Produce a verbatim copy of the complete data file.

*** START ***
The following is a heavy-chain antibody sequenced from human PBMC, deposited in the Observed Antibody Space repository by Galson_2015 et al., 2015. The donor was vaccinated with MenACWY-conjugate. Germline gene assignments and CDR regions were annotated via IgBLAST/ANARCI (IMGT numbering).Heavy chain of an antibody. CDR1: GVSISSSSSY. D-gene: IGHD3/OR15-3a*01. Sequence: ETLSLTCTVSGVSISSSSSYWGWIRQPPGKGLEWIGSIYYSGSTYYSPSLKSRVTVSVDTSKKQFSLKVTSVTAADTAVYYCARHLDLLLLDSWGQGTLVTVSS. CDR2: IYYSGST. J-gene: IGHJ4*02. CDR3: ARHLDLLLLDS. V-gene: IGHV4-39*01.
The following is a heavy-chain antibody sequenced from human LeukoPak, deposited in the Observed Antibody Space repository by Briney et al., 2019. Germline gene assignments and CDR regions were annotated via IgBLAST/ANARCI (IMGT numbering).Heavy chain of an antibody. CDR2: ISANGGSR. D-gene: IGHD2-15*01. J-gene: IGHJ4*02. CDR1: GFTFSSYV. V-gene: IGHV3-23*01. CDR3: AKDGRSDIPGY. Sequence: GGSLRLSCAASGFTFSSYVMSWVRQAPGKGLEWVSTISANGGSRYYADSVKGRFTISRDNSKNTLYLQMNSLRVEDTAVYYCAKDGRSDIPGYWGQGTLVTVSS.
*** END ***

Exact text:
The following is a heavy-chain antibody sequenced from human PBMC, deposited in the Observed Antibody Space repository by Galson_2015 et al., 2015. The donor was vaccinated with MenACWY-conjugate. Germline gene assignments and CDR regions were annotated via IgBLAST/ANARCI (IMGT numbering).Heavy chain of an antibody. CDR1: GVSISSSSSY. D-gene: IGHD3/OR15-3a*01. Sequence: ETLSLTCTVSGVSISSSSSYWGWIRQPPGKGLEWIGSIYYSGSTYYSPSLKSRVTVSVDTSKKQFSLKVTSVTAADTAVYYCARHLDLLLLDSWGQGTLVTVSS. CDR2: IYYSGST. J-gene: IGHJ4*02. CDR3: ARHLDLLLLDS. V-gene: IGHV4-39*01.
The following is a heavy-chain antibody sequenced from human LeukoPak, deposited in the Observed Antibody Space repository by Briney et al., 2019. Germline gene assignments and CDR regions were annotated via IgBLAST/ANARCI (IMGT numbering).Heavy chain of an antibody. CDR2: ISANGGSR. D-gene: IGHD2-15*01. J-gene: IGHJ4*02. CDR1: GFTFSSYV. V-gene: IGHV3-23*01. CDR3: AKDGRSDIPGY. Sequence: GGSLRLSCAASGFTFSSYVMSWVRQAPGKGLEWVSTISANGGSRYYADSVKGRFTISRDNSKNTLYLQMNSLRVEDTAVYYCAKDGRSDIPGYWGQGTLVTVSS.